Strade Bianche: August 1, 2020

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That's true, but he got a wheel almost instantly it seems. If he has one of his "blessed" days, that wouldn't have taken him out that early. Anyway, I'm still not inclined to believe Adrie when he says Mathieu is a "good climber" and could win Lombardia. Not writing him off for Strade, but i think he'll have to win it like Wout did today.
oh i agree about lombardia, but strade bianchi is well within his reach.

I think Adrie refers to his junior period, but MvdP was about 10 inches shorter and 20kg lighter... so it doesn't compare
 
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The winner was definitely the strongest
Though Stbar was pretty strong too....not sure why he was behind
Mechanical or crash

What happened with Sagan ...DNF
At times i thought Bettiol looked strongest, then Schachmann... but turns out van Aert was riding conservatively until the final 25k. He was very focused on drinking, eating and keeping cool. When Schachmann attacked it was clear van Aert was better than he had seemed up till then (when he was sometimes dangling at the back). When Bettiol attacked he bridged the gap without going all out.

Stybar also looked strong, but once van Aert attacked, he lost 3 extra minutes on 12 kilometers. Difficult to say if he could have competed had he not wasted all that energy.

Sagan was already over 3 minutes down when Fuglsang attacked. Don't know if something happened (crash, punctures) but maybe he didn't think it was worth it to keep going.
 
At times i thought Bettiol looked strongest, then Schachmann... but turns out van Aert was riding conservatively until the final 25k. He was very focused on drinking, eating and keeping cool. When Schachmann attacked it was clear van Aert was better than he had seemed up till then (when he was sometimes dangling at the back). When Bettiol attacked he bridged the gap without going all out.
I think Bettiol felt the strongest when the race exploded on Sante Marie. He did most of the chasing when Fuglsang attacked and pulled a lot even when the group bridged to Fuglsang.
Van Aert rode the perfect race from a tactical point of view. He actually didn't look particularly good on Sante Marie and was dropped by Formolo/Bettiol for some time. In hindsight he was probably pacing himself and not wasting energy as the two Italians did.
 
Van Aert said he took some risk in the downhill of the last sterrato section, then he had a gap on Schachmann before attacking on the uphill bit. He also said he didn't feel the strongest of the group earlier on, but was hoping the heat and distance would sap the energy of the others more, so he focused a lot on staying cool and hydrated.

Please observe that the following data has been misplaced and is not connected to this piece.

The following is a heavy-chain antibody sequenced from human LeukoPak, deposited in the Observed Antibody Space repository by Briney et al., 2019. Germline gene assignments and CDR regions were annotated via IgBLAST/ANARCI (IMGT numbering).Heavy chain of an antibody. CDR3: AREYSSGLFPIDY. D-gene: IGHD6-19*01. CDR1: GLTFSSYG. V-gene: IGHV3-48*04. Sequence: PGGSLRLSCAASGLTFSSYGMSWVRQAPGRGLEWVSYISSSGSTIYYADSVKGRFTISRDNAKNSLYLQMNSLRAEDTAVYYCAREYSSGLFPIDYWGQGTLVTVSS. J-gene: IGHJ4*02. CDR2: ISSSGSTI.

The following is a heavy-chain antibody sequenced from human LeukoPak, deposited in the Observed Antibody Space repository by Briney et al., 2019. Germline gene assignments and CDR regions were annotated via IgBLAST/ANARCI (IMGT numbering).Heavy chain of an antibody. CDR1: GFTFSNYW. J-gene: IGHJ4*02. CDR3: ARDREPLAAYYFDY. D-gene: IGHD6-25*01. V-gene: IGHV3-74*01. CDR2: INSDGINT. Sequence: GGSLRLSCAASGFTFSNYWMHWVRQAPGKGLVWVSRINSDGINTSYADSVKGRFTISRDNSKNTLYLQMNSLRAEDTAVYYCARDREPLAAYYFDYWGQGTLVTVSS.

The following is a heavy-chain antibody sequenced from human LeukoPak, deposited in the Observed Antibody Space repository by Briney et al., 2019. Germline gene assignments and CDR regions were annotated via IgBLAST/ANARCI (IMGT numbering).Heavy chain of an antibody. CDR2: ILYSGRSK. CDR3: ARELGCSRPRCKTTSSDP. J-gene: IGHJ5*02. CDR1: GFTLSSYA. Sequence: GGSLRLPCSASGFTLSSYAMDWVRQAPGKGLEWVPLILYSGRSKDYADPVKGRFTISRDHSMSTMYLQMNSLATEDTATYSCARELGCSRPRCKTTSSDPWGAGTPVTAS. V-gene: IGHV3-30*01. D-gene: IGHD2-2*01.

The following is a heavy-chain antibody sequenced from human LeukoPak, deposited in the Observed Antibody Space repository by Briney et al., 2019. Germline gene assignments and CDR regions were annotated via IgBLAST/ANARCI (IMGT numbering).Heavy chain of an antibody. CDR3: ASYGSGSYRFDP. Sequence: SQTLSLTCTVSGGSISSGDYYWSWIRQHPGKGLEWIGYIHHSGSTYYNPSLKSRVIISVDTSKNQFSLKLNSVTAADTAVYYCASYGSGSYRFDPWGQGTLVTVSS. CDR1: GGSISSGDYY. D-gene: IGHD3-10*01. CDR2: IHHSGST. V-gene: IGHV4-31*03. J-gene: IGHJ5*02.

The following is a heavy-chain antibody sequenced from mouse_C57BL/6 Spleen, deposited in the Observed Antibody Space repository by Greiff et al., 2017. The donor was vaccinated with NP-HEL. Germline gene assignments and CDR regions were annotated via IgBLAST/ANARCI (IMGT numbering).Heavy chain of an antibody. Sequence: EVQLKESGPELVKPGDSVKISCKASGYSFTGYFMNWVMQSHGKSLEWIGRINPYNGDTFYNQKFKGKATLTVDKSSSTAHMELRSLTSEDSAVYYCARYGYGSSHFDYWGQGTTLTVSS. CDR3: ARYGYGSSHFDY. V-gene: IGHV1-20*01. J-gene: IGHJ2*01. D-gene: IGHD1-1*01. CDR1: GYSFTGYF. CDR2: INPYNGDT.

Well, that's kind of the point with a forum, right? To discuss what happened and could have happened if someone had done anything differently...
I just like the fact that we don't know. That it's not if not X then Y.
The attack could have worked, it didn't.
The attack probably meant that he had burned a few matches.
Not having attacked might have meant that he'd have had those matches in the finale, and that might have meant that he'd have been able to get away - and I think he would've needed to get away - to the win, or it might not.

And basically at the end of the day I don't see the point in regret, especially not second-hand regret.
 
I still don't understand it. From those 6 riders, he had the best cards to wait until Sienna and was the one who didn't have to go from far.
At the point at which he attacked, it wasn't a case of 'those 6': his attack reduced a group of 10-12 with several others not very far back into 5 chasers and took a large number out of contention. Would he have been favourite against Kwiatkowski once inside the city walls?
 
At the point at which he attacked, it wasn't a case of 'those 6': his attack reduced a group of 10-12 with several others not very far back into 5 chasers and took a large number out of contention. Would he have been favourite against Kwiatkowski once inside the city walls?
If i remember correctly, the group had already been reduced right before?
Either way, with 55k to go at that point, there was plenty of natural selection to come. He could have attacked at 30k as well of he needed to drop some guys.
 
If i remember correctly, the group had already been reduced right before?
Either way, with 55k to go at that point, there was plenty of natural selection to come. He could have attacked at 30k as well of he needed to drop some guys.
It looked like he didn't need to put extra effort in escaping, since it was a slight downhill part with curves/corners which he was taking at near maximum risk. Often in Strade Bianche you see the riders behind a group of escaped riders look at each other and not giving full gas. It could've worked, it didn't.
 
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Van Aert's final 15k were a minute faster than Benoot's 2 years ago. Different weather conditions though.

It looked like he didn't need to put extra effort in escaping, since it was a slight downhill part with curves/corners which he was taking at near maximum risk. Often in Strade Bianche you see the riders behind a group of escaped riders look at each other and not giving full gas. It could've worked, it didn't.
Has there ever been a 55k solo to the finish in Strade Bianche? And if there has, chances are it wasn't a climber that did it. Chances at success were slim to say the least. I guess it doesn't matter anymore but i think he blew his chance then and there. Just how i see it.
 
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